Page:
University of New Brunswick students were given some hope Thursday, after the province appointed a conciliation board to bring an end to a collective bargaining stalemate that has, until now, made a faculty strike seem all but a foregone conclusion.
After negotiations broke down between the university and the Association of University of New Brunswick Teachers (AUNBT) at the beginning of February, things were looking grim and the possibility of a strike loomed.
Previously, both parties had been working with a conciliation officer, a neutral representative who could make suggestions during negotiations. These talks concluded on Feb. 3 with several issues still undecided, and the parties entered into a waiting period before potentially going to a strike or a lockout.
To break the deadlock, Donald Arseneault, minister for post-secondary education in New Brunswick, announced the formation of a conciliation board to look into the remaining issues on the table between the two parties.
The formation of the board is a rare move in labour negotiations, but the appointment of the conciliation board prevents the possibility of a strike or lockout until after the board has filed its non-binding report. According to a document on the AUNBT website, this can take at least a month. AUNBT also stated that although they are surprised by the minister’s decision, they will work with the conciliation board in good faith.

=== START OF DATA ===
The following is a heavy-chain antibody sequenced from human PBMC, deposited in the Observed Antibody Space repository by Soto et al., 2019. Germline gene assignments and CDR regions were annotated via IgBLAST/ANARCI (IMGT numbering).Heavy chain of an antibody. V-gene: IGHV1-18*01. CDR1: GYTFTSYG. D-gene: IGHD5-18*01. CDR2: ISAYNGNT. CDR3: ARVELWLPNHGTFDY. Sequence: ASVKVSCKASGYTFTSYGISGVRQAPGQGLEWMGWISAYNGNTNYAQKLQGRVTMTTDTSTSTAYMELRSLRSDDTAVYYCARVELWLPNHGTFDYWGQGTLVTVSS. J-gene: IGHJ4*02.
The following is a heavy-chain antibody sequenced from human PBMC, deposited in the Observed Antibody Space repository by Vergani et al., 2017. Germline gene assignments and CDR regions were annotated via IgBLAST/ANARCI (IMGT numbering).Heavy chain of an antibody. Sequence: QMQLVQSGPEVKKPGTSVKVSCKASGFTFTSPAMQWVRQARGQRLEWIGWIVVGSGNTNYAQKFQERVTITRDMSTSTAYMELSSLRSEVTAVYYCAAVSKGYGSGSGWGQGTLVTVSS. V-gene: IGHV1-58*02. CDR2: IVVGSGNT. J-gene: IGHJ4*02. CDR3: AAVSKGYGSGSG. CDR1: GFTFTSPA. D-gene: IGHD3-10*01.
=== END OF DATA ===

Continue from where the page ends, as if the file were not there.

In a joint press release, the administration and the union stated that “Both AUNBT and the UNB administration continue to share the goal of supporting the communities around us and of making UNB a better place to study and work.”
Both sides have agreed to a media blackout and said that “All communication with the media regarding negotiations will be by way of joint statements at this time.”
However, the Daily Gleaner reported Friday that it had obtained a faculty union “internal bargaining bulletin” that outlined AUNBT’s position. According to the Gleaner, the union says it is rejecting the university’s salary proposal that would see wages frozen for the first two years of a contract, and increase by two per cent during the final two years.
“This moves average salaries at UNB drastically downwards relative to other universities so that the average assistant professor at UNB will be earning 15 per cent less than if they were working at St. Thomas University, 12 per cent less than at Mount Allison or 35 per cent less than Queen’s University,” the internal document reads.
Jon O’Kane, president of the UNB Student Union, feels that the appointment of the conciliation board is a positive decision that will help settle the discussion.
“Negotiations are going to happen in a more thorough, rigorous way, before we get to that position of a possible strike or lockout,” he said. “Those fears . . . are there, and they’re still there, except now we know that people are still going to be at the table for sure for a little while longer.”
The UNB Student Union is not choosing a side as it does not want to interfere with deliberations. “We don’t want to use students as emotional pawns,” said O’Kane.
AUNBT represents 600 academic staff. Approximately 12,000 students would be affected by a strike.